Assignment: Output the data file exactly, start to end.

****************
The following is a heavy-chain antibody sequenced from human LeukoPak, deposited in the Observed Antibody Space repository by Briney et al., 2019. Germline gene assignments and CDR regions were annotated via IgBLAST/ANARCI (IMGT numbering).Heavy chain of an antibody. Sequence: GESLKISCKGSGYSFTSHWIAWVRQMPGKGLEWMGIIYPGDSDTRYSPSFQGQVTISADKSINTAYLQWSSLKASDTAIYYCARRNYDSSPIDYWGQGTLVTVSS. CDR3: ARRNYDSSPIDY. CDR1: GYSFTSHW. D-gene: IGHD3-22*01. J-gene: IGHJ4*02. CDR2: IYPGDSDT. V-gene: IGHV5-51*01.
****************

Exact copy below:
The following is a heavy-chain antibody sequenced from human LeukoPak, deposited in the Observed Antibody Space repository by Briney et al., 2019. Germline gene assignments and CDR regions were annotated via IgBLAST/ANARCI (IMGT numbering).Heavy chain of an antibody. Sequence: GESLKISCKGSGYSFTSHWIAWVRQMPGKGLEWMGIIYPGDSDTRYSPSFQGQVTISADKSINTAYLQWSSLKASDTAIYYCARRNYDSSPIDYWGQGTLVTVSS. CDR3: ARRNYDSSPIDY. CDR1: GYSFTSHW. D-gene: IGHD3-22*01. J-gene: IGHJ4*02. CDR2: IYPGDSDT. V-gene: IGHV5-51*01.